After making almost a complete circle around Stagecoach, we were faced with an enormous sand dune to climb up and over. I watched in the distance as Sarah and Mike were crawling slowly up the distant dune. Here was my chance! My uphill strength was still very strong. I could make up lots of distance on them if I ran up that deep sandy slope. I also wanted to get to the top of the dune before the fast 50-milers came toward me. I hit the dune hard, trotting up the entire deep sand slope without walking. Once finally at the top, I could see the front-runners of the 50 coming toward me. I didn’t want to look like a slow old man so I really kicked it into a very fast gear and got good complements. More runners arrived including friends who knew me. I was feeling pretty good and kept up the speed. Soon, I was right behind Mike and Sarah. I didn’t slow down and raced past them, just saying hi.
I reached Sentinel Aid Station (mile 97.5) at about 24:30. I didn’t stop at all, just called out my number. The Matt Van Horn film crew was there and again yelled, “slow down!” I couldn’t, I was ready to get this done. Matt ran fast ahead to try to get a video opportunity. I grinned and kicked it up another gear. It felt very fast, but it was only 10:30 speed. After some shots, we parted ways and I set my sights on the finish over rolling hills at the foot of Sentinel Mesa. I looked back at times, but Sarah was a quarter mile back and with each new hill, I increased the distance because I refused to walk. My final goal was to beat 26 hours and I did, coming into the finish at 25:46 in 5th place. Kelly Agnew had finished in 4th.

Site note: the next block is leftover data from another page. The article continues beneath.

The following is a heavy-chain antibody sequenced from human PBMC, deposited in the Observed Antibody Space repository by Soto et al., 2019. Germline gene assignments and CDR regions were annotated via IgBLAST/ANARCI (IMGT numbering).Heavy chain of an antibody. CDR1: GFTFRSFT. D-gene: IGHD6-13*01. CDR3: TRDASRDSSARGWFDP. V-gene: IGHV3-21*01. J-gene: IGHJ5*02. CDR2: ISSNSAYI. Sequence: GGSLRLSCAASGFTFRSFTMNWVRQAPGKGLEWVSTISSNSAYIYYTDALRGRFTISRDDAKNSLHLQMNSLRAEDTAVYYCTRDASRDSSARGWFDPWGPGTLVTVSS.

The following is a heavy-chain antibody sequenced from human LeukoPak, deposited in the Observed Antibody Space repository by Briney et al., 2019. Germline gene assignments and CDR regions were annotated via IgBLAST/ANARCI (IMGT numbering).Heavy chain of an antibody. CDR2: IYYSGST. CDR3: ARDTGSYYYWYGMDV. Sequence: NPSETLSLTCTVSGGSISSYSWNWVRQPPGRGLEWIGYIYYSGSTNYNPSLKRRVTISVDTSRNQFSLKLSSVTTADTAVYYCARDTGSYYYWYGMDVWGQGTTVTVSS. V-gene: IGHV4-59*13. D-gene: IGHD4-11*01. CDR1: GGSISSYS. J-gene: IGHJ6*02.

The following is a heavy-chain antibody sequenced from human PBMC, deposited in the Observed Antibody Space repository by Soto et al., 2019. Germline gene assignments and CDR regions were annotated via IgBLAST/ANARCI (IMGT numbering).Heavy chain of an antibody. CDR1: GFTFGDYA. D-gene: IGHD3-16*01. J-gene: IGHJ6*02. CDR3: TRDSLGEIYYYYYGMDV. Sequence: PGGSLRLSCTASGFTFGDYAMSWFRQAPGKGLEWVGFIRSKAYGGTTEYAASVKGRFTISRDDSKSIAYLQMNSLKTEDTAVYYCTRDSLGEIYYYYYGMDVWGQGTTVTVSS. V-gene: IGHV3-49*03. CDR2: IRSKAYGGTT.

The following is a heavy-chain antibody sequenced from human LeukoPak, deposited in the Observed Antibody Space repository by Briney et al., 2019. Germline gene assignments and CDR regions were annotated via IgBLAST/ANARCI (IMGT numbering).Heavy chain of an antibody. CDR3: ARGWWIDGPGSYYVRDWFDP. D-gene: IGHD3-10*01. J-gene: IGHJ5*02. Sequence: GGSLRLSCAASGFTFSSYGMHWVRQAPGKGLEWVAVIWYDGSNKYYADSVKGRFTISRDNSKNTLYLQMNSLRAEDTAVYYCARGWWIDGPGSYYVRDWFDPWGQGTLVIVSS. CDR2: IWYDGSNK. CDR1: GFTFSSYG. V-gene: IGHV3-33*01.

Wow! What an amazing adventure! I finished! This was my 66th 100-mile finish and my 3rd 100-mile finish already for 2015. At no time during the race did I consider quitting. I did so many things right this time.
I believe with some course corrections that this could become my favorite 100-mile course. I love the desert. I’ve learned to run on sand, so it doesn’t bother me. But this course is tough and the cutoffs need to be increased a lot. It looks like they let runners continue, the last on finishing in just under 34 hours. The views were breathtaking all day and I long to see them again. I felt very privileged to have run the race and I thank Matt Gunn and the Navajo Nation for allowing us to run on this sacred ground. Put this high on your list to run, but be prepared for miles and miles of sand.
I again ran with a fitbit and it thinks I ran 188,000 steps. The chart above shows steps in five minute increments, the green is high activity (quick steps) and the orange is moderate. I recovered pretty fast. After finishing Saturday morning, I immediately made the long drive home, stopping for short naps along the way and was home before evening. Two days later, no sore muscles, did a little short running, but still low in energy. I should bounce back by Tuesday.